The end of the Athens Games also marked the end of a peculiar six-year-long Olympic dream for former CFO and now restaurateur Bill Galatis: to play for the Greek baseball team. But another dream lives on. “I want to make sure the game stays alive in Greece after the Games,” says the 51-year-old owner of Meze Estiatorio, in Charlestown, Mass.
Galatis’s odyssey began in 1998, when he saw an article in a Greek newspaper seeking Greek-American players for the 2004 Olympics. Olympic rules allow the host nation to compete without having to pass global qualifying rounds — in which the United States was eliminated. The rules also let countries recruit athletes from among foreign-born grandchildren of citizens.
Since baseball was not played in Greece, Greek-American baseball enthusiasts were trying to build a team around qualified U.S. players. Galatis wanted to not only play for the team but also write a business plan for it.
“I was realistic enough to know I couldn’t compete against guys half my age,” he says. But when it came to organization, “being older provided an edge.”
Using Greek-American players proved a Herculean effort in itself: for instance, recruits had to gain dual citizenship, then win waivers from Greece’s military-service requirement. Among the leaders of the group was Baltimore Orioles owner Peter Angelos, who welcomed Galatis’s help.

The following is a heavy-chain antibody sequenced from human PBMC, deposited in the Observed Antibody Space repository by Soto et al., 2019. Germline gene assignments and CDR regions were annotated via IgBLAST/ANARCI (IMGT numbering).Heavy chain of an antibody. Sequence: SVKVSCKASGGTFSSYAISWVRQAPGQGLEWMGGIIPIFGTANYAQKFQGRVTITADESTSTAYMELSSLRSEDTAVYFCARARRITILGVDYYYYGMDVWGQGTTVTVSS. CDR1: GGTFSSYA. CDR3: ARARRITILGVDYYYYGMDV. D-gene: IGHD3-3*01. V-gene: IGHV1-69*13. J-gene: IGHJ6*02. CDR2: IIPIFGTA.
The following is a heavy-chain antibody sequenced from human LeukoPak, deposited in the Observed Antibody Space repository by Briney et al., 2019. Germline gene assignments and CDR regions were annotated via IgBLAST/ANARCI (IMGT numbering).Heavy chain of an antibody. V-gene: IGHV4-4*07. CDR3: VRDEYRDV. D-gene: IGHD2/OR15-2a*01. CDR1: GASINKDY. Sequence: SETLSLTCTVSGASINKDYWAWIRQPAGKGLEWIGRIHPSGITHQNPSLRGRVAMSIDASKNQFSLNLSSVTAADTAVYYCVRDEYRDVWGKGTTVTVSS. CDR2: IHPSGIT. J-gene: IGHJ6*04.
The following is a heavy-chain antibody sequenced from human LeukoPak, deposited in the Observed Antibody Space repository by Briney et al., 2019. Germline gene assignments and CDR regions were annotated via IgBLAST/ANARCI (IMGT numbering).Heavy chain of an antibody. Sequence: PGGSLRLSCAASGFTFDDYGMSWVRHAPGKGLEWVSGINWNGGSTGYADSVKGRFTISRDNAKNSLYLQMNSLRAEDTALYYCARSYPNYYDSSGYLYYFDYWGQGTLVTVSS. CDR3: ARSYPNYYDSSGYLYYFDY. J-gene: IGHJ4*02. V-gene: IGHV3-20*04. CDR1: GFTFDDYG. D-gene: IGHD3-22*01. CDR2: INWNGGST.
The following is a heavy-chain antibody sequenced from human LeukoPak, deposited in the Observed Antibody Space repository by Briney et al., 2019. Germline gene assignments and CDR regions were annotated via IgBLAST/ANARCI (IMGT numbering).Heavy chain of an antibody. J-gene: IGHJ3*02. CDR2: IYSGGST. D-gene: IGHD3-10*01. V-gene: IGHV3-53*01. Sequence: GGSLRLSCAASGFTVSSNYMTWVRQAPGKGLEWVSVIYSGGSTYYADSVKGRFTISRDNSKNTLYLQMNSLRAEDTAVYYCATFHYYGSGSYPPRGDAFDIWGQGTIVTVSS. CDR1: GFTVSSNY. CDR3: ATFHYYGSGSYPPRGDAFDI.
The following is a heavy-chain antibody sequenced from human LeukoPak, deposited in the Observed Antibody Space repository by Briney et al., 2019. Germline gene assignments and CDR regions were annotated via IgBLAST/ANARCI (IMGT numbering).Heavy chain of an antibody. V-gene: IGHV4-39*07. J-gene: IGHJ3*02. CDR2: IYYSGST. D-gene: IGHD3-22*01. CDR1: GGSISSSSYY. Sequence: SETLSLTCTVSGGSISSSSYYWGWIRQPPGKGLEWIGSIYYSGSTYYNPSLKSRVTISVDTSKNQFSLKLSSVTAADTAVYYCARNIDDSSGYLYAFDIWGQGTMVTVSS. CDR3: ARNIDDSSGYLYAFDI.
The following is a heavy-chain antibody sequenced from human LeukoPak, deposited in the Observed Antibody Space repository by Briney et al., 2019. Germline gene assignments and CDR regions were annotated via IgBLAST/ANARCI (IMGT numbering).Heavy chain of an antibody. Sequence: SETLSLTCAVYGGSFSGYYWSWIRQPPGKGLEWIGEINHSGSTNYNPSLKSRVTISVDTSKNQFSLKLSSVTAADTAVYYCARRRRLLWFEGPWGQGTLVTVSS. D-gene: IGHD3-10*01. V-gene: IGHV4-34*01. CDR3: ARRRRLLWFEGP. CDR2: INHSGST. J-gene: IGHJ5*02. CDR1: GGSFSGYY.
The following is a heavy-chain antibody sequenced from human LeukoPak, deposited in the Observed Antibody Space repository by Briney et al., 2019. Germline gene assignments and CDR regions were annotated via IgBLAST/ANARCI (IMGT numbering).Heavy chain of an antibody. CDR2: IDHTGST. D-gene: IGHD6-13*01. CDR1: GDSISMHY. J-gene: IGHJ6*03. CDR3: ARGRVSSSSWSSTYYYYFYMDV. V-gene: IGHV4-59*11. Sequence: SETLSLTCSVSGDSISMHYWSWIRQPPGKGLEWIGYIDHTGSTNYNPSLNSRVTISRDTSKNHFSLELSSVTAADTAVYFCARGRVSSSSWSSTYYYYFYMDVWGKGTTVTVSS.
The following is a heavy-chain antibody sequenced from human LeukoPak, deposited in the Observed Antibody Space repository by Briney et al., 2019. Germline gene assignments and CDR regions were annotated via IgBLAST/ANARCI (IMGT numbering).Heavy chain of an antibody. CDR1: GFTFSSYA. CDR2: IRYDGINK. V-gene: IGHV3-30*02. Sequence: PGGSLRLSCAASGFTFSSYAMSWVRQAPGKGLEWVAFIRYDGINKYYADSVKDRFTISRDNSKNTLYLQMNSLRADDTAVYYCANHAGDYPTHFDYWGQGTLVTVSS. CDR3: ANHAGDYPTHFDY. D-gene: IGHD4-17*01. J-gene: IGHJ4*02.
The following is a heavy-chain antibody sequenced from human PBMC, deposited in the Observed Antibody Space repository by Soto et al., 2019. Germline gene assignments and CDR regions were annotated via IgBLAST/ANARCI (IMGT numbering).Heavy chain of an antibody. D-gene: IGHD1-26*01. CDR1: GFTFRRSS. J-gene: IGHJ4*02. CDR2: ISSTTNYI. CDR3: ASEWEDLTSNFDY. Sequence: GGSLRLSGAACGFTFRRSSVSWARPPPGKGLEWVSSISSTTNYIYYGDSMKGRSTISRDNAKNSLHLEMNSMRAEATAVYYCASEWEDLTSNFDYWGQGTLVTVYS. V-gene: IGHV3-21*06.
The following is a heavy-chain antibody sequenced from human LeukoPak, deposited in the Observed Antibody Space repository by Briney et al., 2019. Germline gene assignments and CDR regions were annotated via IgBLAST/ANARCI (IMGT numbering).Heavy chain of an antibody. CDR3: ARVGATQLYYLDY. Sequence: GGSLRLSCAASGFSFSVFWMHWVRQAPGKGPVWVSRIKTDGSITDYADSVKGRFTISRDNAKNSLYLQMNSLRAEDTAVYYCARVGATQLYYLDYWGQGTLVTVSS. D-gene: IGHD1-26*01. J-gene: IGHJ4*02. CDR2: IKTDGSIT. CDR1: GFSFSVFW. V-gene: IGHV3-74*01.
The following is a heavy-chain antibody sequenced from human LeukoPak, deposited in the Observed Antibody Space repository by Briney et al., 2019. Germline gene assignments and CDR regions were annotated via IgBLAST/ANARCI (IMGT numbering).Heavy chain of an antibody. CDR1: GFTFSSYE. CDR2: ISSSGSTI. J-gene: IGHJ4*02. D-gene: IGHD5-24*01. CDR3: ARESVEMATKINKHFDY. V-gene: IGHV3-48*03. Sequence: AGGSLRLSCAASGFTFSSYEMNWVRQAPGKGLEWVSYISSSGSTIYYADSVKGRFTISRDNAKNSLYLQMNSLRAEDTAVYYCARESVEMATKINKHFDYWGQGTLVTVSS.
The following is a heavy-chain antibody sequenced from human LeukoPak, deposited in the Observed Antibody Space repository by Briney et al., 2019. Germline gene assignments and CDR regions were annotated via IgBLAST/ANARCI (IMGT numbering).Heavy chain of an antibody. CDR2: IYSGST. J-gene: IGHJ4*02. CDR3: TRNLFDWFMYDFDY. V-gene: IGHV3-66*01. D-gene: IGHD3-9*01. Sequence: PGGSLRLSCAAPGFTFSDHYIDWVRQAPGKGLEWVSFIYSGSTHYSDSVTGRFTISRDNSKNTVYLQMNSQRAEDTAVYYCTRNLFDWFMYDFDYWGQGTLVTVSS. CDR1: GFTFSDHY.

Galatis did get a glimpse of glory, playing in a 2001 Athens all-star game with aspiring Olympians. An amateur catcher since Little League, he says, “I’ve got pretty good game-calling and defensive skills.” Catching in the Olympics remained a long shot, though.
And, alas, in the weeks before the torch was lit in Greece, his chances faded. For one thing, controversy arose over how few native-Greek players had made the team. For another, the Greek national squad had improved — leading some to think it might even have a shot at the bronze, behind powerhouses Cuba and Japan.
So, as the Games neared, Galatis was prepared to “catch” the competition from the sidelines — although he packed his catcher’s gear “just in case.”